What a wonderful world it could be

Naive Metaphysics
June 23, 1995

What kind of world exists? And why does it exist? To answer these and other foundational questions of existence is to practise what Geoffrey Klempner calls "naive metaphysics". In fact such questions belong to metaphysics pure and simple, but Klempner is presumably reacting to modern scepticism about the meaningfulness of the discipline by regarding such questions as manifesting the entirely reasonable, indeed inevitable, childlike wonder that human beings reflectively have about the world.

The task Klempner sets himself is not a modest one. He proposes an entire worldview which, he believes, can account for traditional metaphysical problems such as those of mind and body, free will, time and tense, the existence of the external world, among others. And the central theme of this worldview is that it is, as it were, a two-worldview. There are subjective and objective worlds, they are "metaphysically contradictory", and neither can be disregarded without losing the conceptual equipment needed for a complete description of what there is.

But what are these two worlds, exactly? Klempner's account begins in such a way that it seems fairly easy to comprehend them: the objective world is reality seen from the third-person point of view, the reality of facts and things, reality as describable by means of judgements; and the subjective world is reality seen from the first-person point of view, from the "inside-out", or from my privileged position as an observer with a unique perspective. As the book progresses, however, the waters are increasingly muddied, so that by the end the reader is unlikely to have any idea what it is Klempner is talking about. The subjective world is associated with (it is hard to be more specific than this) the "incommunicable sense of my own existence", and with the "thisness of this", the "nowness of now" and the "I-ness of I". It is, however, "indescribable in language".

One might be forgiven for thinking initially that the subjective standpoint was that of the persisting self, the "I" which is in a privileged relationship with the rest of reality. But, Klempner tells us, this is not at all what the subjective standpoint is about. There is no persisting self which unifies the subjective standpoint: "All that can be said about my subjective world, as a reality distinct from the objective, is that it is this. If I were to go on to say that the this existed one second ago, I should be saying more than one is logically permitted to say. . ." But then what does unify the subjective standpoint? The answer is not clear. We are told that the "most fundamental condition for being my subjective world is to be the world of a being who exists for the objective standpoint". The problem here is that such a being precisely is a persisting person or self, so it is hard to see how Klempner can extract himself from this contradictory morass.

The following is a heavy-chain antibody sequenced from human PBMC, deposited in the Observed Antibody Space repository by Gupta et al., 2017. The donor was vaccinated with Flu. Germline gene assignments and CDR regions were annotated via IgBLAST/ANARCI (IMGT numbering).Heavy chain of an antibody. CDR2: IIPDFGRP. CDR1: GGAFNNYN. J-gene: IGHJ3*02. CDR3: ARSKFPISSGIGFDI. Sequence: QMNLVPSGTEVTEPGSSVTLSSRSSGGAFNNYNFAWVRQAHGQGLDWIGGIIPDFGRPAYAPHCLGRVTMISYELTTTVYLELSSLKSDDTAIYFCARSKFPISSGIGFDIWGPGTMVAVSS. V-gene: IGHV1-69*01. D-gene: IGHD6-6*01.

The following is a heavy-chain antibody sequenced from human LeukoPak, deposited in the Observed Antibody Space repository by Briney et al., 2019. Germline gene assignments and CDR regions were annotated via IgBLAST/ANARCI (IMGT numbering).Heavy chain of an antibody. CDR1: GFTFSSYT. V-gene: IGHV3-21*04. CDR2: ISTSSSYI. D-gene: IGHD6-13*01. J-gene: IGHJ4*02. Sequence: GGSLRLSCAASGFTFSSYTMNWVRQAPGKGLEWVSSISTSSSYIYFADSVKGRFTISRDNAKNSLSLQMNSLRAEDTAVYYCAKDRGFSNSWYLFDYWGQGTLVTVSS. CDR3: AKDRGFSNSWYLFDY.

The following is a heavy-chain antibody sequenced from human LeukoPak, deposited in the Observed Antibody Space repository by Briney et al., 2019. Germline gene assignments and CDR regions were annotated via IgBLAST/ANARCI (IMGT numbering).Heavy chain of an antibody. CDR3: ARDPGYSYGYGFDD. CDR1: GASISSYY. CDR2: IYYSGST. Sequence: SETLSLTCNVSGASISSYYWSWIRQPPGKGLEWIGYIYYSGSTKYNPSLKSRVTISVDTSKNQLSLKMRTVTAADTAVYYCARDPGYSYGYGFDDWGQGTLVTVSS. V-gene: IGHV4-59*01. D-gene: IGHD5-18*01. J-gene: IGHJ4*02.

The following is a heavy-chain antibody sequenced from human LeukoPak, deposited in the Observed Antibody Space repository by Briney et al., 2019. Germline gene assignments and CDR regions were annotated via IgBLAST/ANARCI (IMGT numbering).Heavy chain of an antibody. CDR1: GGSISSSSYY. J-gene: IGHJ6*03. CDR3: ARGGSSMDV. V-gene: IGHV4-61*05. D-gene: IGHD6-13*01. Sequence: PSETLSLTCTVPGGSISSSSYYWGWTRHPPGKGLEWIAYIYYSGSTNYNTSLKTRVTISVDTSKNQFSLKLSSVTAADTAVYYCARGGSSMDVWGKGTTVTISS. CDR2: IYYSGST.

The "metaphysical contradiction" between the subjective and objective worlds is, for Klempner, inescapable, in which case he might not object to the logical tensions strewn throughout his book. His system is indeed rich, rich enough to embrace contradictions, and perhaps that is all that needs to be said. But it is the philosopher's duty not to rest easy with paradox, and to try to make sense of the world. Klempner's approach, however, casts more shade than light. He tackles the freedom of the will, but has very little to say that is easily grasped, and what there is makes precious little contribution to the debate. On personal identity he plays around with recent important discussions and theories, again getting nowhere. The puzzle case of fission prompts a passing endorsement of the so-called "multiple occupancy" view, whose implausibility (despite recent thought-provoking defences) escapes Klempner's attention, let alone its conflicting with his non-endorsement of an "absolute I".

Klempner is to be admired for seeing the worth of system-building, but the opacity and interminability of his text subvert the effort required to make even minimal sense of it.

Coupled with the lack of an index (an unforgivable oversight for such a book) and the inflated price tag, one is advised to look elsewhere for metaphysical instruction.

David S. Oderberg is lecturer in philosophy, University of Reading.

Naive Metaphysics: A Theory of Subjective and Objective Worlds

Author - Geoffrey V. Klempner
ISBN - 1 85628 962 1
Publisher - Avebury
Price - £40.00
Pages - 7

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